WINNIPEG - A man who died during a lengthy wait in a hospital emergency room vomited on the floor during his final hours, but a security guard on duty said he assumed Brian Sinclair was intoxicated and "sleeping it off."
Alain Remillard told an inquest that a man in the waiting room at Winnipeg's Health Sciences Centre informed him that Sinclair had either thrown up or soiled himself.
At that point, Sinclair was 24 hours into a 34-hour wait for care.
Remillard said he walked toward Sinclair, saw a clear liquid at the base of his wheelchair and called housekeeping to clean it up. Remillard said he assumed Sinclair had "peed himself" rather than vomited because the liquid was clear.
"I never spoke to him," the guard testified Thursday. "I was assuming at the time that he was sleeping. Since he posed no security threat, I didn't feel it was necessary to wake him up."
In cross-examination by the Sinclair family lawyer, Remillard said he noticed the man was dishevelled, aboriginal and a double amputee.
"At the time, I did assume he was somewhat intoxicated and sleeping it off," he said when pressed.
It's not unusual for people to vomit in the emergency department, so Remillard said he "didn't think it was a medical issue.
"I didn't think it was worth notifying nursing staff. It was more a housekeeping issue."
Medical experts have testified that Sinclair vomiting was a sign his body was going into shock. The inquest has heard that Sinclair vomited several other times before he died of a treatable bladder infection caused by a blocked catheter in September 2008.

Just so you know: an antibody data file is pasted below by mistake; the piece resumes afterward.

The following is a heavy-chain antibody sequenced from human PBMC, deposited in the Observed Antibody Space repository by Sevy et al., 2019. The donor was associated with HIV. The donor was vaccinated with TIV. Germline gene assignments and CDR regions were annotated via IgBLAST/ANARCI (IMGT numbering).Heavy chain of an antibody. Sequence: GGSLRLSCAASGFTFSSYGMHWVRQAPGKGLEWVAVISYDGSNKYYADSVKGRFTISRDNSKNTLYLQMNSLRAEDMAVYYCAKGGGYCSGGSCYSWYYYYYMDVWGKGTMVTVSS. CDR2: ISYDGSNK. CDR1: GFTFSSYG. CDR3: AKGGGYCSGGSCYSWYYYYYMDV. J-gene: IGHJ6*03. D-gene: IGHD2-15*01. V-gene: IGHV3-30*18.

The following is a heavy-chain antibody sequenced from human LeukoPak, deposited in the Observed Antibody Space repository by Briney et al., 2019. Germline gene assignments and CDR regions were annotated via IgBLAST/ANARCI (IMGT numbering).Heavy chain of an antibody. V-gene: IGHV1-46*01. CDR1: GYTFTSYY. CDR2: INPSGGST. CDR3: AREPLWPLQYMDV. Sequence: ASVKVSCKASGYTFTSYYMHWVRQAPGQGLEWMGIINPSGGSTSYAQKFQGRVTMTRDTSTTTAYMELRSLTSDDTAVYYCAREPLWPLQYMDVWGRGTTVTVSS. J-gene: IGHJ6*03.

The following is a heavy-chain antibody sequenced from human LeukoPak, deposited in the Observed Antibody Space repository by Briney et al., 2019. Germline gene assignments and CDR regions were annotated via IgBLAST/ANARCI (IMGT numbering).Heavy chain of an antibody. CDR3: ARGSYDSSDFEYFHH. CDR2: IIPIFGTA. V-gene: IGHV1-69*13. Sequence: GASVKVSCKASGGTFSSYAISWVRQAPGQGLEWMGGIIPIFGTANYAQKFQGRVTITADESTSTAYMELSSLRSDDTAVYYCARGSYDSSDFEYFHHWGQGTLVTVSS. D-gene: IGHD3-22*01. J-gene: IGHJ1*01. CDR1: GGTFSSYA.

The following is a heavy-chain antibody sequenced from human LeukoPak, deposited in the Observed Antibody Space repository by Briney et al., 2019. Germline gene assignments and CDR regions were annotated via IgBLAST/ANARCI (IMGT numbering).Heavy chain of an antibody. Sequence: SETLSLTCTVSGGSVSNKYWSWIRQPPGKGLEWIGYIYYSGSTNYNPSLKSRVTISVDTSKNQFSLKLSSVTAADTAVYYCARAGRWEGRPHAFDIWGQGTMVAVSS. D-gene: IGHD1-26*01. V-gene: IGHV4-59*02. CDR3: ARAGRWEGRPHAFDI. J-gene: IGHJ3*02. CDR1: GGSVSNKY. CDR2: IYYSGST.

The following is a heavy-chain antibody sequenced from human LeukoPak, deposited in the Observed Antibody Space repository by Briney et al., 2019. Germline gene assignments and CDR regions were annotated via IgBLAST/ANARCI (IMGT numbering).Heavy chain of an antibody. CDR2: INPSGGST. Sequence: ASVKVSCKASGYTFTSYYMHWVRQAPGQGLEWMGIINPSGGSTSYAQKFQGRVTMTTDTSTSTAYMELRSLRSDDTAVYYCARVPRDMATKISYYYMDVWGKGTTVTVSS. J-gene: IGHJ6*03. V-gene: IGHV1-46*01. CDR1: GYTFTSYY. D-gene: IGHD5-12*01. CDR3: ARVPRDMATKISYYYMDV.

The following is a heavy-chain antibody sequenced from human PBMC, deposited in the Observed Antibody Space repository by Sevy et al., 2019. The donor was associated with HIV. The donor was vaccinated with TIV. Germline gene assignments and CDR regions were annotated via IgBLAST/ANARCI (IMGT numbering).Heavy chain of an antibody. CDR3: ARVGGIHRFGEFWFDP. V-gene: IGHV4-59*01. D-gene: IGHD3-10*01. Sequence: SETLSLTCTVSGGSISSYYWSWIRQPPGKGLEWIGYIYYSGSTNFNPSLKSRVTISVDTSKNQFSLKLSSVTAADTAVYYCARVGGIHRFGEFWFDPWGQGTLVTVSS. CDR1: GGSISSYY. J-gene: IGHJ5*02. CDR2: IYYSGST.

Sinclair had been referred to the emergency room by a local clinic because he hadn't urinated in 24 hours. The 45-year-old is seen on security footage being wheeled into the emergency department and speaking to a triage aide. The aide writes something on a piece of paper before Sinclair wheels himself into the waiting room. He doesn't appear to leave the emergency department again. That piece of paper has never been found.
Security guard David Trump, who was also working the night Sinclair was found dead, said Remillard pointed out Sinclair in the aisle of the waiting room when Trump came on duty.
Trump said he was told to "watch his step" because Sinclair had "made a mess on the floor." Sinclair was also described as "an obstruction" in the aisle, but there was "nowhere else to put him," Trump said.
Sinclair was a regular at the hospital, but Trump said he wouldn't have made special note of him.
"I could have walked past him 100 times," he said. "Until they pose a threat ... they are basically not on our radar."
Leslie Spillett, executive director of the Winnipeg aboriginal organization Ka Ni Kanichihk, said it seems people made assumptions about Sinclair based on his race. She suggested people probably wouldn't have assumed he was intoxicated had he been white.
"Racism does not apply in the same way to white people as it does to people of colour — and particularly the stereotype of alcohol and indigenous people. It certainly does not apply in the same way," she said outside court.
"I think the reason why we're here is to look at the extent to which race, class, homelessness and disability played in this particular case."
While the hospital has made a lot of changes to the way people are admitted, it will take longer to change people's attitudes, Spillett said.
Several security guards have testified they raised concerns with triage staff about Sinclair but he was never examined by medical staff.